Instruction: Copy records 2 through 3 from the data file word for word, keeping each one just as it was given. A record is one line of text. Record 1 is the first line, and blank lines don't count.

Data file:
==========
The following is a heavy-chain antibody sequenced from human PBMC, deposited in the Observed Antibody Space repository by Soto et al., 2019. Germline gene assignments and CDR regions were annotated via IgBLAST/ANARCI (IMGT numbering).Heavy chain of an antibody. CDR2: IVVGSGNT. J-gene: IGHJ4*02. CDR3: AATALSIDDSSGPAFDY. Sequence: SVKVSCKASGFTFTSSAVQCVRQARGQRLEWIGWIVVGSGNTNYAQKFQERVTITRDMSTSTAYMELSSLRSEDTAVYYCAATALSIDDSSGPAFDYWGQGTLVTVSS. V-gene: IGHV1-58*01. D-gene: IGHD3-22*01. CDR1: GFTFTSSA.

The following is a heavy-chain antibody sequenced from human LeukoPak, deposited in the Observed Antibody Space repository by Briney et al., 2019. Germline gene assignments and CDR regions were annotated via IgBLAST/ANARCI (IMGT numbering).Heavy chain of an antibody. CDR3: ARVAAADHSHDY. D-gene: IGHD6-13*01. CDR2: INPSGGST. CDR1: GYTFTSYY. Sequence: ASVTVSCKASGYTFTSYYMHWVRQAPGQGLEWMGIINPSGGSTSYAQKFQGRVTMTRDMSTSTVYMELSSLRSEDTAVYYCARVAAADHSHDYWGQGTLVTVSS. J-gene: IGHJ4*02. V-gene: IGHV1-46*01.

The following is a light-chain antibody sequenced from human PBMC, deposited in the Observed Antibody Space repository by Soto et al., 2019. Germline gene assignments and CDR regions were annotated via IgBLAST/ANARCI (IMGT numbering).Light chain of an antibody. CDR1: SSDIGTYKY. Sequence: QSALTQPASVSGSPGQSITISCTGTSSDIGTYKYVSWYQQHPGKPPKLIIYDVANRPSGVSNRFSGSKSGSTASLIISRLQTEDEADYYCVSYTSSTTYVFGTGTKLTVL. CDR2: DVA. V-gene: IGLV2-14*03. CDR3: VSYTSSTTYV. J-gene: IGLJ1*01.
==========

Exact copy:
The following is a heavy-chain antibody sequenced from human LeukoPak, deposited in the Observed Antibody Space repository by Briney et al., 2019. Germline gene assignments and CDR regions were annotated via IgBLAST/ANARCI (IMGT numbering).Heavy chain of an antibody. CDR3: ARVAAADHSHDY. D-gene: IGHD6-13*01. CDR2: INPSGGST. CDR1: GYTFTSYY. Sequence: ASVTVSCKASGYTFTSYYMHWVRQAPGQGLEWMGIINPSGGSTSYAQKFQGRVTMTRDMSTSTVYMELSSLRSEDTAVYYCARVAAADHSHDYWGQGTLVTVSS. J-gene: IGHJ4*02. V-gene: IGHV1-46*01.

The following is a light-chain antibody sequenced from human PBMC, deposited in the Observed Antibody Space repository by Soto et al., 2019. Germline gene assignments and CDR regions were annotated via IgBLAST/ANARCI (IMGT numbering).Light chain of an antibody. CDR1: SSDIGTYKY. Sequence: QSALTQPASVSGSPGQSITISCTGTSSDIGTYKYVSWYQQHPGKPPKLIIYDVANRPSGVSNRFSGSKSGSTASLIISRLQTEDEADYYCVSYTSSTTYVFGTGTKLTVL. CDR2: DVA. V-gene: IGLV2-14*03. CDR3: VSYTSSTTYV. J-gene: IGLJ1*01.